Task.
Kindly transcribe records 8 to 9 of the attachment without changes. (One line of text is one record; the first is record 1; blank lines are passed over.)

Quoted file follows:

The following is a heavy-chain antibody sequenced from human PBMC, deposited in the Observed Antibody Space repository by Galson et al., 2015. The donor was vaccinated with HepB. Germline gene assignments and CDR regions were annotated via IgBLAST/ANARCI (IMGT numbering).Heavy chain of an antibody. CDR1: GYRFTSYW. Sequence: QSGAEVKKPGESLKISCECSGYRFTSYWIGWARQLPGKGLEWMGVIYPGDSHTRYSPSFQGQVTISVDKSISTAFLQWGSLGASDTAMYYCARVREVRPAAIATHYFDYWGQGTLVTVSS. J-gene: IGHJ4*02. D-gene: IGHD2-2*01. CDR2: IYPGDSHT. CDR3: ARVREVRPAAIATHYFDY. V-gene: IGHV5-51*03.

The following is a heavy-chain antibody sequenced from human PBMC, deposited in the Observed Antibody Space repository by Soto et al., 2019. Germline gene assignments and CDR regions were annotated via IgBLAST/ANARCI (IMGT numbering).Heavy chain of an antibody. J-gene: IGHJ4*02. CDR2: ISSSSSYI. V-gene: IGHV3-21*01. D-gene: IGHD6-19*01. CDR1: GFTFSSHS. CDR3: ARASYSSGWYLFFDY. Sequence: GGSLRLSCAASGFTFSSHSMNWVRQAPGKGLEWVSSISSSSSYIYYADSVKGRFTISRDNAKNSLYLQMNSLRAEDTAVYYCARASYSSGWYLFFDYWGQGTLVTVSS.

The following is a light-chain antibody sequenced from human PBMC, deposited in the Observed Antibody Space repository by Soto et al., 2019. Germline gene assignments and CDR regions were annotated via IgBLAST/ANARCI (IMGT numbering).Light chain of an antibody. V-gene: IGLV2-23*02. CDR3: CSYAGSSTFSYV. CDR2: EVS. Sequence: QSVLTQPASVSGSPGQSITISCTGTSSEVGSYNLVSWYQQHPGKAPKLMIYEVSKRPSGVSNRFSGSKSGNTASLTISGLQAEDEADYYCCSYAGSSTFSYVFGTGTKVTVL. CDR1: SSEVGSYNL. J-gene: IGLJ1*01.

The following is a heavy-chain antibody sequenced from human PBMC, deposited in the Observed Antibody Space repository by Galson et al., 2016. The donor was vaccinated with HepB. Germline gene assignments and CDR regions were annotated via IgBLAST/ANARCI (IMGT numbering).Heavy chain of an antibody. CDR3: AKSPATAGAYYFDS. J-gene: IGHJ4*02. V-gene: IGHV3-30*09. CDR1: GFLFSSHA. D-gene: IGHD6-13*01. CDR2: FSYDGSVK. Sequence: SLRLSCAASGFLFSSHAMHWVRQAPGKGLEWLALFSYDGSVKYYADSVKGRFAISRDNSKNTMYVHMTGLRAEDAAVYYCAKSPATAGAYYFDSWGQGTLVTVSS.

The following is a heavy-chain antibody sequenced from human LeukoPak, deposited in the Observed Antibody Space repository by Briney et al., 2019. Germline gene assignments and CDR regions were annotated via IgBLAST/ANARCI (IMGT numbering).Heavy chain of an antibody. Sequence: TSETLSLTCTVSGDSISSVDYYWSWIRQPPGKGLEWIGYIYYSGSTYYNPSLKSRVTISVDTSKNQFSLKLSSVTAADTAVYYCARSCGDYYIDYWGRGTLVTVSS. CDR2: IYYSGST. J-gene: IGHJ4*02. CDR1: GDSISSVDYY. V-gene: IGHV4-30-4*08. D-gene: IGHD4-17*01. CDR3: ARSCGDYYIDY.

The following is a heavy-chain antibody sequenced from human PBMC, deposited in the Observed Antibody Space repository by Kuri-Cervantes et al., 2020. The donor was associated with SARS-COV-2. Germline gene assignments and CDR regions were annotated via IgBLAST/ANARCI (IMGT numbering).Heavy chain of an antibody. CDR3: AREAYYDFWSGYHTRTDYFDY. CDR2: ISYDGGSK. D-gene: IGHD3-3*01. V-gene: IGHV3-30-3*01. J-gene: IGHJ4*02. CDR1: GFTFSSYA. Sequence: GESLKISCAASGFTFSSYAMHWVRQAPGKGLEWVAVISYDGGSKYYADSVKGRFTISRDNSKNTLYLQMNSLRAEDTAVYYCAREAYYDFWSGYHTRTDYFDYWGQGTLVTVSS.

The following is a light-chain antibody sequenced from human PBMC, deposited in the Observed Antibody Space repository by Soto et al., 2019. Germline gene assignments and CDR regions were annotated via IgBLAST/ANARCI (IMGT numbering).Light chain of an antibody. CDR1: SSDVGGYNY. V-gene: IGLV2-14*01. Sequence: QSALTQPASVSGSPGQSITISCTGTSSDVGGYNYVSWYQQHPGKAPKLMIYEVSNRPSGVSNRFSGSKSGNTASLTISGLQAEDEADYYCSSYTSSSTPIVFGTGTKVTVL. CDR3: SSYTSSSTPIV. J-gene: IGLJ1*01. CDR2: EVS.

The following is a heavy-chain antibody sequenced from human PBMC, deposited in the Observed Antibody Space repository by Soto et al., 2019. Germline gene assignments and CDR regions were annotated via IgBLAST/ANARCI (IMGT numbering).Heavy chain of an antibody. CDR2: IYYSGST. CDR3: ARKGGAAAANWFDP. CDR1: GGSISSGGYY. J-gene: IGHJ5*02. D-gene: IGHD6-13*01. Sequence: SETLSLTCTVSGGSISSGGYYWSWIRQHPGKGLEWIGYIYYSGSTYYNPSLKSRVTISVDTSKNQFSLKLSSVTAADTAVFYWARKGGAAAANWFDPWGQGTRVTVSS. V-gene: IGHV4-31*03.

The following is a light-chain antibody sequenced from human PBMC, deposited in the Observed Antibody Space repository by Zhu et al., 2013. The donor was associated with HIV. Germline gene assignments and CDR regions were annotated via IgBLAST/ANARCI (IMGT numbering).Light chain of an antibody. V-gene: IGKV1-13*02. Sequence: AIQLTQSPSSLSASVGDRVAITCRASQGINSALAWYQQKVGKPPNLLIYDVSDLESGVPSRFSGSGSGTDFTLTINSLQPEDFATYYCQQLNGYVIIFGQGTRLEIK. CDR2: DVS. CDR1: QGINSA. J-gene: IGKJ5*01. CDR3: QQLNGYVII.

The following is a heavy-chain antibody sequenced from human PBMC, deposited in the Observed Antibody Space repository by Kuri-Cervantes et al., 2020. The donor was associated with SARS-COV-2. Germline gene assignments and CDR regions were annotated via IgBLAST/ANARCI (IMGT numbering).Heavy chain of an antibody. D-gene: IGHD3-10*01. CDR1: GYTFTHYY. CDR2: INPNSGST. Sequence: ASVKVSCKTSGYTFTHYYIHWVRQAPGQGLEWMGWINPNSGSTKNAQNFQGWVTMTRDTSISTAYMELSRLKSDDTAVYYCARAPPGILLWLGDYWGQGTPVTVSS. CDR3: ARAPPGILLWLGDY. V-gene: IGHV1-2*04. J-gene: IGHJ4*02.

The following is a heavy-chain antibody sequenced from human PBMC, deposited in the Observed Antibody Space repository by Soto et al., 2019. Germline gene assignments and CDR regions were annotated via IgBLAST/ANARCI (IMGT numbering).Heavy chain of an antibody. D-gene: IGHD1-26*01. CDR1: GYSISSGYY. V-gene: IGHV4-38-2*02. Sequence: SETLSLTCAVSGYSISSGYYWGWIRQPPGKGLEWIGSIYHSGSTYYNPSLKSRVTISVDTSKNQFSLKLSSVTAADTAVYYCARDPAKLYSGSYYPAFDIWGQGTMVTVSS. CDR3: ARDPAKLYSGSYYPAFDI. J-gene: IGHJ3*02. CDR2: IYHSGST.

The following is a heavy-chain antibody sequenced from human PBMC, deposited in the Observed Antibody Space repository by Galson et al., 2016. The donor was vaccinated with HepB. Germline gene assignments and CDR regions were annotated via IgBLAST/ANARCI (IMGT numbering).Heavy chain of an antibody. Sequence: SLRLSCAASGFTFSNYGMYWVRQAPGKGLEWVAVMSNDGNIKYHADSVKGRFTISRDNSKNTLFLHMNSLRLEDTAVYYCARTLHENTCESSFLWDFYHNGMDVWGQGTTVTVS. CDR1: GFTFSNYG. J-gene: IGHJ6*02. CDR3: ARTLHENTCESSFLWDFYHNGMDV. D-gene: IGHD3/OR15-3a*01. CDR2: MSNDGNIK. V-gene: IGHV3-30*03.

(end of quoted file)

The following is a heavy-chain antibody sequenced from human PBMC, deposited in the Observed Antibody Space repository by Soto et al., 2019. Germline gene assignments and CDR regions were annotated via IgBLAST/ANARCI (IMGT numbering).Heavy chain of an antibody. CDR2: IYYSGST. CDR3: ARKGGAAAANWFDP. CDR1: GGSISSGGYY. J-gene: IGHJ5*02. D-gene: IGHD6-13*01. Sequence: SETLSLTCTVSGGSISSGGYYWSWIRQHPGKGLEWIGYIYYSGSTYYNPSLKSRVTISVDTSKNQFSLKLSSVTAADTAVFYWARKGGAAAANWFDPWGQGTRVTVSS. V-gene: IGHV4-31*03.

The following is a light-chain antibody sequenced from human PBMC, deposited in the Observed Antibody Space repository by Zhu et al., 2013. The donor was associated with HIV. Germline gene assignments and CDR regions were annotated via IgBLAST/ANARCI (IMGT numbering).Light chain of an antibody. V-gene: IGKV1-13*02. Sequence: AIQLTQSPSSLSASVGDRVAITCRASQGINSALAWYQQKVGKPPNLLIYDVSDLESGVPSRFSGSGSGTDFTLTINSLQPEDFATYYCQQLNGYVIIFGQGTRLEIK. CDR2: DVS. CDR1: QGINSA. J-gene: IGKJ5*01. CDR3: QQLNGYVII.